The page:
5. DTB was installed like this: $ scp rk3566-pinenote-v1.2.dtb root@pinenote:/boot/dtbs/rockchip/

  6. After installing the DTB as above, the file /boot/extlinux/extlinux.conf may be updated to point to this new file

  7. (Perhaps not necessary?) The last step is to generate a new initrd image (see Wikipedia for an explanation about initial ramdisk). This is done on the PineNote itself. Send Maximilian’s installation script over and run it. Then place the generated image (from the last step of the shell script) into your boot partition and update extlinux.conf if needed to point at this new file.

    $ scp initrd/ root@pinenote:/root # Do this part on local to put script on PN
    $ ssh root@pinenote # Or use UART, the dongle + picocom, and change to root
    $ cd /root
    $ ./
    $ mv initrd.img /boot/initrd.img
    $ vim /boot/extlinux/extlinux.conf # Update this to reference this new initrd image
  8. At this point your kernel is in place!However, there are a few more steps you may need to complete to ensure the display and networking continue to work:

    • For display, you may need to change /lib/firmware/waveform.bin to /lib/firmware/rockchip/ebc.wbf (TODO: is this a difference between PG and smaeul’s kernel or a patch?)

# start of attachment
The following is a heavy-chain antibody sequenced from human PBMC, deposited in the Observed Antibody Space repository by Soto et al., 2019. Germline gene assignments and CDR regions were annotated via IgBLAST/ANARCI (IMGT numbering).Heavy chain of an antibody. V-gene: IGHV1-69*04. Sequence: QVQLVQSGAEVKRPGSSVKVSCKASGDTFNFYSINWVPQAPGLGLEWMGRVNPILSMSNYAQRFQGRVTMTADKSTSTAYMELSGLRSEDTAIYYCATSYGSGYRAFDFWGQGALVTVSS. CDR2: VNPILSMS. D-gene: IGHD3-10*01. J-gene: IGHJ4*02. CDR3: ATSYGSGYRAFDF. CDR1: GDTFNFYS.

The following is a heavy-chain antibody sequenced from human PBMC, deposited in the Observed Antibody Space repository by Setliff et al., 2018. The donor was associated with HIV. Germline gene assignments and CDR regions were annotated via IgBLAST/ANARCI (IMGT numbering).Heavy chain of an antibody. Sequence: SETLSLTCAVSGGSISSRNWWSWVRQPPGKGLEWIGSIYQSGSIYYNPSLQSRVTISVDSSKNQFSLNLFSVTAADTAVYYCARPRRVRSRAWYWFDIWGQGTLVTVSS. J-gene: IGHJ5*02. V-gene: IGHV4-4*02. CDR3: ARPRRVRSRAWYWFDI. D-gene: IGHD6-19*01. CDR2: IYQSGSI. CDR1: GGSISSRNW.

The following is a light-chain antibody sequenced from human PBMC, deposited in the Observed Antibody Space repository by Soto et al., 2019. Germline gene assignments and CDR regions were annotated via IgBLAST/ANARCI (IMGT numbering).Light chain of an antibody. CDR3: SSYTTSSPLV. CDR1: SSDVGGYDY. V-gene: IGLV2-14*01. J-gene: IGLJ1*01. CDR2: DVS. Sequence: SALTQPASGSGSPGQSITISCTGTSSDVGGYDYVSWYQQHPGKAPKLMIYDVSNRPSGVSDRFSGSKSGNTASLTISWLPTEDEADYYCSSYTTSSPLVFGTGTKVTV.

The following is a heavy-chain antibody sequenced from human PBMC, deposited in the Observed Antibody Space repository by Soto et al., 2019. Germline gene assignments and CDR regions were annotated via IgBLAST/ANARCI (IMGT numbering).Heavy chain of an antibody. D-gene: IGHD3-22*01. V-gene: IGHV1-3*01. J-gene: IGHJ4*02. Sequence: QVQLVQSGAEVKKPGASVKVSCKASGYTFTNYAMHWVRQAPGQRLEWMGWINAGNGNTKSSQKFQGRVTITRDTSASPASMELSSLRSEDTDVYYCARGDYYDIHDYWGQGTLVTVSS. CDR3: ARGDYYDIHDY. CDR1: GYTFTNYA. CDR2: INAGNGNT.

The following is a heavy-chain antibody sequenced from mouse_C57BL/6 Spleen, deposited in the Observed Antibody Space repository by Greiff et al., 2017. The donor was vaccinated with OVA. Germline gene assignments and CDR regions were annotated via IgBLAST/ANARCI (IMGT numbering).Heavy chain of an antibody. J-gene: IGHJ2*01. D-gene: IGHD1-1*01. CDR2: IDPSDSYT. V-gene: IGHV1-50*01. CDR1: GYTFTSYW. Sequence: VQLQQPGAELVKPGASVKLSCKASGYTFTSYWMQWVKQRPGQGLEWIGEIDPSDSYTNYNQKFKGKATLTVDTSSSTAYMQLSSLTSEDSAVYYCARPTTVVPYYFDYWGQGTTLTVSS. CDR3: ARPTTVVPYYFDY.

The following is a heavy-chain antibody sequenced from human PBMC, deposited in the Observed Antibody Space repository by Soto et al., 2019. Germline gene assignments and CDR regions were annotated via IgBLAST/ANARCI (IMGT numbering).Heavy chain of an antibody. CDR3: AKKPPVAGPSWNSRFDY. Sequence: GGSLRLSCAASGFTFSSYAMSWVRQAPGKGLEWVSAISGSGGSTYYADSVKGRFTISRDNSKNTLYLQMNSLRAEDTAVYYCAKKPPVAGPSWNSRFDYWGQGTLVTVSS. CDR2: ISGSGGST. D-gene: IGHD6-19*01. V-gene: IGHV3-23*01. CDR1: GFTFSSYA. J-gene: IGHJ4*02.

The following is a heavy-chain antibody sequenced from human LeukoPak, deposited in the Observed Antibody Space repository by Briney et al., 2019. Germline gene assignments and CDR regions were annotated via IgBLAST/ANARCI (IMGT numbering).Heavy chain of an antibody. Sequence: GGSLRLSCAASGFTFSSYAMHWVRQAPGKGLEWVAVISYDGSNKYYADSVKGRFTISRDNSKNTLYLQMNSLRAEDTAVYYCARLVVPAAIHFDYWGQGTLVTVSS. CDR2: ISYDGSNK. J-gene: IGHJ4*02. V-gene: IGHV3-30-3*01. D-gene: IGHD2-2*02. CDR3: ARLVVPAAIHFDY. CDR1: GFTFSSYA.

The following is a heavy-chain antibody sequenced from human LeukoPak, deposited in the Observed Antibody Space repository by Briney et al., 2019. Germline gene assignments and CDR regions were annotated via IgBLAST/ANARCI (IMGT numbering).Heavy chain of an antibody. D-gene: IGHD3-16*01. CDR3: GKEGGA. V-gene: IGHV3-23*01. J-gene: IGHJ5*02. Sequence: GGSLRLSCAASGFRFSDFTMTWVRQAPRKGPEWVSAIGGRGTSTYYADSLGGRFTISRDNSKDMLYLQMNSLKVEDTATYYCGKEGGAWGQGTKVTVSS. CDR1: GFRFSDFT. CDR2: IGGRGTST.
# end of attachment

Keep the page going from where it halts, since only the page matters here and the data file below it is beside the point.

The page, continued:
• For networking, you may need to change /lib/firmware/pinenote.bin to /lib/firmware/pinenote-v1.2.bin

  9. This part technically isn’t kernel specific, but we need to install a patched version of Mesa. If you are running an Arch based system, you’re in luck!occam_razor provides prebuilt patched packages (say that 5 times fast) here. Simply extract these files, send them to PN, and install them using the package manager. You can also patch it yourself by looking at Maximilian’s

If you frequently update your system with pacman -Syu, you will end up updating these packages and losing the patches. Add this line to your /etc/pacman.conf to prevent them from being updated: IgnorePkg = libva-mesa-driver mesa mesa-debug mesa-vdpau opencl-mesa vulkan-mesa-layers vulkan-broadcom vulkan-panfrost vulkan-radeon vulkan-swrast
  1. To ensure the GPU stays on, we need to use Maximilian’s mweigand_eglinfo.service. The in that same directory has instructions for how to install this, but basically we need to copy it to /etc/systemd/system/, run sudo systemctl daemon-reload to make sure systemd knows it exists, then execute sudo systemctl enable mweigand_eglinfo.service.

Next steps

Configuring the driver

The driver has several options that can improve performance. These can be read about here. rockchip_ebc.bw_mode=1 rockchip_ebc.default_waveform=1 rockchip_ebc.refresh_threshold=30 rockchip_ebc.auto_refresh=1 may be used to make the image lower quality, but much faster to update. The auto_refresh setting is also essential to clear ghosting which will otherwise accrue on screen. The APPEND line in the extlinux.conf might be added to make sure they are applied on boot.

Fixing suspend

If you’re using a logind system, edit your /etc/systemd/logind.conf config. More information on what to do in Arch’s documentation.